Obama, Geithner Target Loan Help To Hardest-Hit Communities
Nationwide, about 210 banks, thrifts and credit unions will be eligible to receive money from the program. How many of these institutions will take advantage of it is unclear, but administration officials indicated they are hoping for widespread buy-in.
Secretary Geithner began consulting last October with members of Congress and officers of community banks, thrifts and credit unions that focus on low- and moderate-income communities, according to administration officials. Based on the feedback Geithner received, he realized that different terms would be needed for small community banks, thrifts and credit unions.
The Treasury Department expects these funds to be used by small businesses, as well as for community needs such as child care centers, charter schools and housing. This program is separate from the $30 billion small business program announced earlier this week.
Administration officials explained during Wednesday's briefing that the program will have five components:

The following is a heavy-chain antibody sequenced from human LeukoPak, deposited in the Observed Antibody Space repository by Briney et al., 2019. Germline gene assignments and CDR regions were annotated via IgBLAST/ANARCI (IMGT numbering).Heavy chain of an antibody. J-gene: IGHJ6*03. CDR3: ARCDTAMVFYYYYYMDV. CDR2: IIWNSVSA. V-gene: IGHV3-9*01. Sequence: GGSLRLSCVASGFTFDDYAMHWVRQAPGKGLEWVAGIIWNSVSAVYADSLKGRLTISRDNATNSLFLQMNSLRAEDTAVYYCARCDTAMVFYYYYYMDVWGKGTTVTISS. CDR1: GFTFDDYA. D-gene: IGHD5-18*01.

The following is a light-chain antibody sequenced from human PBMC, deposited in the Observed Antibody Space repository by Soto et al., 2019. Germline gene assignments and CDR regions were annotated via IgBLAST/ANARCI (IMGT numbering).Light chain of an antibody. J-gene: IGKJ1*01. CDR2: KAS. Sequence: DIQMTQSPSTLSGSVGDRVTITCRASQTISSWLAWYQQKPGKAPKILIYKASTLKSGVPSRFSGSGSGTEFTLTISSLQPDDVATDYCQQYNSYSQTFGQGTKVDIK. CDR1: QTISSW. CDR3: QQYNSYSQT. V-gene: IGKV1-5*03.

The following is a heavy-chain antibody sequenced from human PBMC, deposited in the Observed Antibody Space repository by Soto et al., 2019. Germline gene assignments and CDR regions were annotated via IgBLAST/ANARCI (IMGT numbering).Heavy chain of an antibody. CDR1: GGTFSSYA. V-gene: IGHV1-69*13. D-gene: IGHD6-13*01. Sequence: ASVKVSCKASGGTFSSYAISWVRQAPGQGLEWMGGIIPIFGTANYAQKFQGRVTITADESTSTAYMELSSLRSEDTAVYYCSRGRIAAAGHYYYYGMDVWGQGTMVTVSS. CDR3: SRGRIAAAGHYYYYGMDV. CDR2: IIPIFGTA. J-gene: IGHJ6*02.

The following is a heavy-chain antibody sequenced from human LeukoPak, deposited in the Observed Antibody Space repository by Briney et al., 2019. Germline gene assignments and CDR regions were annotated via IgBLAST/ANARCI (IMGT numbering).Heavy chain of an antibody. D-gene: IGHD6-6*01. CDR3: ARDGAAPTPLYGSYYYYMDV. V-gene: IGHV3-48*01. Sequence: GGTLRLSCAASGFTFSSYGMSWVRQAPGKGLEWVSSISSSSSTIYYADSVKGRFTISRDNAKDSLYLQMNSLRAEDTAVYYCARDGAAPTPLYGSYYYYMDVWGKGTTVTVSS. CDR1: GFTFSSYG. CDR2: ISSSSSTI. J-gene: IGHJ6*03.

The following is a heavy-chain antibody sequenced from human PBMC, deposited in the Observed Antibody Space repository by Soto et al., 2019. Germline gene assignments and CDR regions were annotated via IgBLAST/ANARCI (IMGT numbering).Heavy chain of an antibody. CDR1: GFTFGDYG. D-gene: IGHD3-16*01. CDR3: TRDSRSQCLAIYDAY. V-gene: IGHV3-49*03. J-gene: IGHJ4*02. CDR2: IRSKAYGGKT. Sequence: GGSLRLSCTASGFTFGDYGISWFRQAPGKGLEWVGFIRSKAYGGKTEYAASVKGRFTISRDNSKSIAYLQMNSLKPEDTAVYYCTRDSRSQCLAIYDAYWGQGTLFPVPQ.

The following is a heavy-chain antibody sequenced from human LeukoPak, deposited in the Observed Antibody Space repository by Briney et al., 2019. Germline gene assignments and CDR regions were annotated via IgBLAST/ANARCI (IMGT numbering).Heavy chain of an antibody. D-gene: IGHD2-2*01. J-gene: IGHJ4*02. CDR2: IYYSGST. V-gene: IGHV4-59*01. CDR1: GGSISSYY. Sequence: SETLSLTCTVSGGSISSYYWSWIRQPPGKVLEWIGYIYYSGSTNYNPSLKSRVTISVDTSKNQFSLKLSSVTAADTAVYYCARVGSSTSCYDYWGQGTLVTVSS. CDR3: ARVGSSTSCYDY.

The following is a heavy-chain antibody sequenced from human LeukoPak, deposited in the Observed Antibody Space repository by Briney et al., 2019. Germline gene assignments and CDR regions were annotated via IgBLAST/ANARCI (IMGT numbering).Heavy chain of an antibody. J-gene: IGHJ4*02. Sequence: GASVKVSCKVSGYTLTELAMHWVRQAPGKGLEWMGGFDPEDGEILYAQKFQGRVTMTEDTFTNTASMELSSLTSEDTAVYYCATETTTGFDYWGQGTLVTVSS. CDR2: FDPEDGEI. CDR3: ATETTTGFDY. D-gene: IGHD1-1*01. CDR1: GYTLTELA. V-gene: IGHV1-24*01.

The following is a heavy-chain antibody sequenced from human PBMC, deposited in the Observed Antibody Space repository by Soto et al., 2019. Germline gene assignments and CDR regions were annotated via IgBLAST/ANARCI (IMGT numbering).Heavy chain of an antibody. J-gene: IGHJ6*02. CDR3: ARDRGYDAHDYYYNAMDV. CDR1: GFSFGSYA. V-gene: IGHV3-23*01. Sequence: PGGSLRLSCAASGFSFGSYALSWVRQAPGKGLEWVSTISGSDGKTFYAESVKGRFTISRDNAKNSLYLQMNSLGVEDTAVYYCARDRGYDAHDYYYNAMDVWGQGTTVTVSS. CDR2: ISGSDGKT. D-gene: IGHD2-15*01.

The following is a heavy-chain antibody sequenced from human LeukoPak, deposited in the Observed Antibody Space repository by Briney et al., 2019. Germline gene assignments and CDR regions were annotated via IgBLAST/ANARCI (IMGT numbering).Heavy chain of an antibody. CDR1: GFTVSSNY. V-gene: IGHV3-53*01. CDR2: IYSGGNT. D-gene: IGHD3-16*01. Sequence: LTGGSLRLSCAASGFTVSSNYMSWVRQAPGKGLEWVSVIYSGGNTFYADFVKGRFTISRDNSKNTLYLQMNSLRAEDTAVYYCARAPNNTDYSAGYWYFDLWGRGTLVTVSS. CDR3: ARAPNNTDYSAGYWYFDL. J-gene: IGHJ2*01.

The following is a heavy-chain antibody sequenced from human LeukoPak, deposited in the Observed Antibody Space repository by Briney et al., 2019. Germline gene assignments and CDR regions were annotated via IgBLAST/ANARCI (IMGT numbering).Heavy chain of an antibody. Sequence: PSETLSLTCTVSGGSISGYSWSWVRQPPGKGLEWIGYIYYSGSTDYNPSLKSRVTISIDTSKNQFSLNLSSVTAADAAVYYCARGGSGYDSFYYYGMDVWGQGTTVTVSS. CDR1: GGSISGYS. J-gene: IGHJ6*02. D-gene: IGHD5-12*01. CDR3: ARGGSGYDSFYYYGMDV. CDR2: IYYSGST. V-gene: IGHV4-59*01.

- Capital will be available at a 2% rate to eligible banks and thrifts. They can apply for capital equaling up to 5% of their risk-weighted assets.
- Credit unions will be eligible for capital at the 2% rate, but only up to 3.5% of total assets.
- Community development financial institutions will need to raise private capital to qualify for the program, and the private capital must be junior to the Treasury capital.
- Community development financial institutions can transfer the money they've already taken under original TARP terms to these more favorable terms. Original TARP funds required dividend payments of 5%.
- Community development financial institutions will not be required to issue warrants, as were required originally under TARP.
Many of these financial institutions have been serving their communities for decades, providing loans when no one else would lend in those areas. Now, they can play a critical role in making sure their communities aren't left behind as the country recovers from the Great Recession.